Creating a bridge for expression, connection
A staff member patiently writes down every word a little boy in El Salvador says as he dictates his letter to his sponsor by phone. The boy wants so much to express his thoughts well and get every word right.
A sponsor of a child in Bolivia learns some phrases in Quechua [ke-chu-a], the language of her sponsored friend, and puts them in her letter to the child.
A staff member in Guatemala provides workshops, tutoring and information in both Spanish and in the indigenous language of the community.
These are just some of the ways Unbound shows respect for languages around the world.
Among families served by the Unbound program in Guatemala, 10 languages are spoken. In addition to Spanish, families speak nine Mayan languages.
“Part of the benefit of serving families that speak different languages is being able to learn about their culture, their identity and their vision of the world,” said Oscar Ventura Tuch, regional reporter for Unbound in Guatemala.
While Spanish is the official language of Guatemala, it’s not universally spoken or understood.
“Languages in Guatemala are a vital part of communication with families," Tuch said. "In the rural areas, the mother tongues are the dominant spoken languages, and it's in these spaces where large numbers of Unbound families are located.
"From my experience as a reporter, when I meet with someone for an interview in their native language, the result is that the conversation really opens up broadly, since the person being interviewed feels comfortable being heard in their own language."
Preserving languages and cultures
In Bolivia, Spanish is the dominant language with about three-fourths of the people speaking it. According to Brenuely Karen Quispe Valeriano, a staff member with Unbound's Cochabamba program in Bolivia, many sponsored friends speak at least two languages.
"Families that speak two languages can help us open up spaces to improve communication with the sponsored families [that don't speak Spanish] or amongst the parent support groups," Valeriano said.
She shared that being able to speak in their own language allows the mothers to express themselves more naturally and increases their confidence as they make decisions.
It’s easier for people to tell their stories in their language. And storytelling is essential at Unbound — from oral storytelling to stories told through the written word, music, dance and the visual arts.
"Language is very important," Valeriano said." It’s the main way of interacting with our circle. The words preserve our history, traditions, culture and our identity. Native tongues are legacies from our grandparents. [Language is important] to improve communication and understanding since our society identifies with the two native languages.
In Bolivia we have 36 original languages, even though three of them are at risk of becoming extinct and make up part of the revival program for native languages. The most spoken languages are Quechua, Aymara and Guarani, while Spanish is considered the language that connects the entire Bolivian population.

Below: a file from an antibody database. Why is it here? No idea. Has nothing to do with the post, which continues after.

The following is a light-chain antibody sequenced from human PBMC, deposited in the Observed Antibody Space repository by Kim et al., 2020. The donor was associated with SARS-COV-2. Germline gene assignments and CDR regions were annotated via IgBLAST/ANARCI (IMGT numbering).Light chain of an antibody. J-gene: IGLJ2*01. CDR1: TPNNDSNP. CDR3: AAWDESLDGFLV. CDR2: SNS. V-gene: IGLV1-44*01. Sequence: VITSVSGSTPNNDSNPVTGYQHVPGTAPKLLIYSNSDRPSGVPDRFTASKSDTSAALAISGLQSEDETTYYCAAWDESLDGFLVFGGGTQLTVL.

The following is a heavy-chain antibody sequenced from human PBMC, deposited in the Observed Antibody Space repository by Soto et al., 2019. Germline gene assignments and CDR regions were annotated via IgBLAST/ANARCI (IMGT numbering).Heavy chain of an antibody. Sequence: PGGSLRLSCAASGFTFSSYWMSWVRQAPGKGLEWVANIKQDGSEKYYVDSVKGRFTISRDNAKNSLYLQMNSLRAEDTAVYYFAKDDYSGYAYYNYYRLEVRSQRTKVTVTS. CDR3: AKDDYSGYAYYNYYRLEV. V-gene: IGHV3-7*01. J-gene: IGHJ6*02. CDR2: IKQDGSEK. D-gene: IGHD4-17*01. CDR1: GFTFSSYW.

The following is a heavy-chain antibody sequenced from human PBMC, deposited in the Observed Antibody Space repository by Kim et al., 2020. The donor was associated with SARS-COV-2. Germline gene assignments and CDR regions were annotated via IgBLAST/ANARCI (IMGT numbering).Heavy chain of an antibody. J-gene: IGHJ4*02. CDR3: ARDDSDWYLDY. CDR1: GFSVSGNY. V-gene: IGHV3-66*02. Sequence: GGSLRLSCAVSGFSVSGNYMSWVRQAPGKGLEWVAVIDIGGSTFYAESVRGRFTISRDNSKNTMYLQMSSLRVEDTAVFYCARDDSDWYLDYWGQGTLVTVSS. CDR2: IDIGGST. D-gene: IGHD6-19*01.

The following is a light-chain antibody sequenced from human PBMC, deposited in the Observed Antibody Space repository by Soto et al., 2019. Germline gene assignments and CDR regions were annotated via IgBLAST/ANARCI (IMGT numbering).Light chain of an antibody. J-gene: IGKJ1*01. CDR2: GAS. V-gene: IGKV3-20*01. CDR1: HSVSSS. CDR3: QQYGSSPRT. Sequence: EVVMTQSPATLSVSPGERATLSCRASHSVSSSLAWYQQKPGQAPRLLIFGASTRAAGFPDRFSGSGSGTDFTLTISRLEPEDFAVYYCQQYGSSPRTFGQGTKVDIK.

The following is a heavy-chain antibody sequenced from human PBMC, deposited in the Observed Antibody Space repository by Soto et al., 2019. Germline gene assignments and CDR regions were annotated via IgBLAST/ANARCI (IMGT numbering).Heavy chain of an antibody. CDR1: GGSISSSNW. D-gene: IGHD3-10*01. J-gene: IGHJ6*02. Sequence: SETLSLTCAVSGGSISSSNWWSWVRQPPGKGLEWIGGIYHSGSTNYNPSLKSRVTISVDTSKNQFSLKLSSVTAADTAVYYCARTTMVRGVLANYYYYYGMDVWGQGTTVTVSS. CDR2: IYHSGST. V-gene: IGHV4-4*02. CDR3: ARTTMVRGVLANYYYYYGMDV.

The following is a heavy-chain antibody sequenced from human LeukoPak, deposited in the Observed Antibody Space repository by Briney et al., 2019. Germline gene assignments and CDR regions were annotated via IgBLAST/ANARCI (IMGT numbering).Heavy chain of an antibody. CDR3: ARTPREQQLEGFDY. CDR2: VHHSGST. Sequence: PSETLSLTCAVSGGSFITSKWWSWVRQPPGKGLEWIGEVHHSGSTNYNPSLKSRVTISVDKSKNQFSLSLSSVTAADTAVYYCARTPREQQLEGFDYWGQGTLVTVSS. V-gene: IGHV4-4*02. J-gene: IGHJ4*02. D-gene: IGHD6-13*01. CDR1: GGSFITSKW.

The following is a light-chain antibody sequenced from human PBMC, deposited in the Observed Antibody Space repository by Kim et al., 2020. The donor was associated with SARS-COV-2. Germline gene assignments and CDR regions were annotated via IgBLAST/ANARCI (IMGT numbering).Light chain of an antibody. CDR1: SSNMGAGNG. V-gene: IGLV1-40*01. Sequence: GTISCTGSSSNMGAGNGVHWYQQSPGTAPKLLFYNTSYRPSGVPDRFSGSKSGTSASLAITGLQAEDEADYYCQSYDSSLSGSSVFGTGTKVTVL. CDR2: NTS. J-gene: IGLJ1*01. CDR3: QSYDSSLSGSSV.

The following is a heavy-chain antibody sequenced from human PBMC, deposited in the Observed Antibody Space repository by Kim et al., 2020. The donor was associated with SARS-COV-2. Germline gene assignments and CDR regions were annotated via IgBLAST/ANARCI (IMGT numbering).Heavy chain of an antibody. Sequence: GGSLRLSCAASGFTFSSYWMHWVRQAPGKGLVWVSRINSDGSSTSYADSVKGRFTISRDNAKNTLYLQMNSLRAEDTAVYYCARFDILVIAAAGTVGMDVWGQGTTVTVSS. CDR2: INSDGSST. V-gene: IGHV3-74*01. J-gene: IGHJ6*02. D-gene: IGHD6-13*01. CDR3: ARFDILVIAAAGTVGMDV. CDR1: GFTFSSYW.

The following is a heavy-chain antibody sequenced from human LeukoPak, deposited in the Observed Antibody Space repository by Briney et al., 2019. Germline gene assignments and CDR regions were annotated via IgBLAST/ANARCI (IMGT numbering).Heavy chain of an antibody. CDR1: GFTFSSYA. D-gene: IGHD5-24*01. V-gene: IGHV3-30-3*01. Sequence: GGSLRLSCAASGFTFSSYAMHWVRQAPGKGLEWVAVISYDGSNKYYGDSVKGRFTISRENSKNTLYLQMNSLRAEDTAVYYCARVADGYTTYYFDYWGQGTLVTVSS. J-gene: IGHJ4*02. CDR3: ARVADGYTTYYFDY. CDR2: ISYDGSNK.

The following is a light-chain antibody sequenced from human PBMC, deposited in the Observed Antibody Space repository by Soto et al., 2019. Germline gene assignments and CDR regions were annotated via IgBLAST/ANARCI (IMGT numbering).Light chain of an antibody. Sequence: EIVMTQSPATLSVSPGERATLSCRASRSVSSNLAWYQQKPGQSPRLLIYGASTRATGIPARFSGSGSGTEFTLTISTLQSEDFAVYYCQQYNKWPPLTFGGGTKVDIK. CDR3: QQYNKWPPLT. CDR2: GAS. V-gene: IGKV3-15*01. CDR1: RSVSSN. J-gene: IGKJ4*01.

– Brenuely Karen Quispe Valeriano
When people share in another’s culture and languages, their connections deepen. For children, elders and family members writing in their own languages, translators serve as the bridge between them and their sponsors.
In El Salvador, Jorge Castaneda manages the team that translates letters for most of Latin America. He said that some of the main challenges translators face come from the diversity of the regions. Local vocabularies, regional dialects and regional idioms can make translating letters from sponsored members more difficult. But, he shared, all the members of his team have five years or more experience working for Unbound and have learned a lot about regional differences in language.
During the COVID-19 pandemic, families and Unbound staff have had to be creative in how they write and deliver letters for sponsors. Castaneda said that sponsored members are sending letters to the local Unbound staff via email, WhatsApp or by phone. Families also have the option of writing handwritten letters just like they have previously. In that case, they either send it as an image via email or text, or through a mothers group leader from the community who delivers the letters to the local staff. Once local staff have the letter, they scan it and send to Unbound headquarters in Kansas City. Then, Kansas City staff forward the letter on to the sponsor.
No matter the languages spoken, Unbound is dedicated to creating a bridge of friendship through letters between sponsored friends and their sponsors.
"Due to the pandemic, many things have changed," Castaneda said, "and it’s been very helpful to innovate the approach to our work, in every area. The main goal is that we want the correspondence to arrive as quickly as possible, because sponsors expect news from their sponsored friend and their families.”